Why 2012 could be the year of the third-party candidate
Nonpartisan group Americans Elect wants to mount a third-party challenge in Election 2012, and it just qualified for the California ballot. A third-party candidate could get traction, experts say.
Charles Rex Arbogast/AP/File
One bid to mount a serious third-party challenge in the 2012 presidential elections cleared an important hurdle Tuesday.
Americans Elect, which intends to hold a nonpartisan nominating convention online and put the winner on the ballot in all 50 states, earned a spot on the California ticket.
The nonprofit group has already won ballot certification in 11 other states – including the swing states of Florida, Michigan, Nevada, Ohio, and Colorado. And some political analysts say that a confluence of factors – ranging from the weak economy to growing voter dissatisfaction with the two main parties – could lead to a third-party candidate potentially having a major impact.
“The old adage is that third-party candidates act only as spoilers and make people mad with no chance to win, but this year may be different,” says Barbara O’Connor, director of the Institute for Study of Politics and Media at California State University, Sacramento.
Not only has voter angst created fertile ground for a third-party appeal, there has also been a rise in the number of voters who don't identify themselves with either major party.
“They [Democrats and Republicans] have their work cut out because voters really deeply feel that the two main parties have not functioned, and people are tired of it and ready for the rise of a third party,” says Ms. O’Connor.
Some third parties develop around personalities – such as Ross Perot, Teddy Roosevelt, John Anderson, or George Wallace – who rally disaffected supporters from the Democrats or Republicans around an agenda ignored by both of the major parties. Others, like Greens and Libertarians are more ideological and endure from election cycle to election cycle.
“The problem for Americans Elect is they are neither personality-centered nor ideological,” says Villanova University political scientist Matthew Kerbel. “They are about process – about using the Internet to select a candidate. To that end, getting on the ballot in a large state like California is an accomplishment. But it is a triumph of process with no predictive value for the influence they may have next November.”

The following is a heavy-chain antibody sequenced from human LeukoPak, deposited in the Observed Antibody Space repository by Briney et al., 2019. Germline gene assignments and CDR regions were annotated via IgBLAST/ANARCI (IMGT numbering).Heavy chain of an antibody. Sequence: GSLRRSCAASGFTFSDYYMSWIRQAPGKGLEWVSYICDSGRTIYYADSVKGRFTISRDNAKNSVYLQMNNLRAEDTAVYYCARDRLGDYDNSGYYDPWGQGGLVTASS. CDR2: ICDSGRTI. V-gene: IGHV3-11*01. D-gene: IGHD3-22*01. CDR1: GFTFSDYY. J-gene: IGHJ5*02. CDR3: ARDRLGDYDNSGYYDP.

That is, unless a charismatic or well-known leader emerges from American Elect's online nominating convention.
“The impact of Americans Elect will depend on the nominee. A well-known candidate might win a measurable share of the popular vote,” says Jack Pitney, professor of government at Claremont McKenna College.
And that would almost certainly change the political calculus.
“A reelection campaign is a referendum on the incumbent, so anything that splits the anti-Obama vote will work to the president’s advantage," says Mr. Pitney.
Noting that Ralph Nader siphoned enough votes from Al Gore to tip Florida – and thus the presidency – to George W. Bush in 2000, analysts say that third party candidates usually hurt who they are closest to ideologically.
“Anyone to the left will take from the Democrats and hurt Obama and to the right will hurt his opponent,” says Jessica Levinson, former political reform director for the Center for Governmental Studies.
Still others think that this particular election is so polarized, it might make voters loath to give up their votes at all.
“The more Democrats and Republicans believe that the other party is not just wrong, but evil – as seems to be likely the sub rosa messages of both parties' campaign strategies – then the less likely voters will vote for a third-party candidate,” says Villanova political scientist Lara Brown, author of “Jockeying for the American Presidency." "I don't imagine that when election day rolls around too many voters will feel they can waste their votes.”